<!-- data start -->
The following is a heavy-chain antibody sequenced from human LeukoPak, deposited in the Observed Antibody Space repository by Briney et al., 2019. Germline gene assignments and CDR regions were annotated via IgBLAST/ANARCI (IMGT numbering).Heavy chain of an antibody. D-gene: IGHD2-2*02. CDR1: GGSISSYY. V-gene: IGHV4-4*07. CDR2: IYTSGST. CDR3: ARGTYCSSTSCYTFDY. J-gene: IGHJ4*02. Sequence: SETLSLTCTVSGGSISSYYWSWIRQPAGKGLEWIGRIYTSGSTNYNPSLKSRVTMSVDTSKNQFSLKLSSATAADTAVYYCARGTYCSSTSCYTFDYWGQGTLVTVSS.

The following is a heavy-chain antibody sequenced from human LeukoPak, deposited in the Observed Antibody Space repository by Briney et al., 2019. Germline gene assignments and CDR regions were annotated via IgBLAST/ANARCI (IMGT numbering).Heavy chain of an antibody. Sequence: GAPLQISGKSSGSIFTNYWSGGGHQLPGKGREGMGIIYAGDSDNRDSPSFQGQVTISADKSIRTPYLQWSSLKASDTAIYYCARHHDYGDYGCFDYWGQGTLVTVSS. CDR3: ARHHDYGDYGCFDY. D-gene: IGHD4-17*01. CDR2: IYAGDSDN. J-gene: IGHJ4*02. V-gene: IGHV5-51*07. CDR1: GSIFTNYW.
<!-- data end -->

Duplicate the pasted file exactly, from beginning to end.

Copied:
The following is a heavy-chain antibody sequenced from human LeukoPak, deposited in the Observed Antibody Space repository by Briney et al., 2019. Germline gene assignments and CDR regions were annotated via IgBLAST/ANARCI (IMGT numbering).Heavy chain of an antibody. D-gene: IGHD2-2*02. CDR1: GGSISSYY. V-gene: IGHV4-4*07. CDR2: IYTSGST. CDR3: ARGTYCSSTSCYTFDY. J-gene: IGHJ4*02. Sequence: SETLSLTCTVSGGSISSYYWSWIRQPAGKGLEWIGRIYTSGSTNYNPSLKSRVTMSVDTSKNQFSLKLSSATAADTAVYYCARGTYCSSTSCYTFDYWGQGTLVTVSS.

The following is a heavy-chain antibody sequenced from human LeukoPak, deposited in the Observed Antibody Space repository by Briney et al., 2019. Germline gene assignments and CDR regions were annotated via IgBLAST/ANARCI (IMGT numbering).Heavy chain of an antibody. Sequence: GAPLQISGKSSGSIFTNYWSGGGHQLPGKGREGMGIIYAGDSDNRDSPSFQGQVTISADKSIRTPYLQWSSLKASDTAIYYCARHHDYGDYGCFDYWGQGTLVTVSS. CDR3: ARHHDYGDYGCFDY. D-gene: IGHD4-17*01. CDR2: IYAGDSDN. J-gene: IGHJ4*02. V-gene: IGHV5-51*07. CDR1: GSIFTNYW.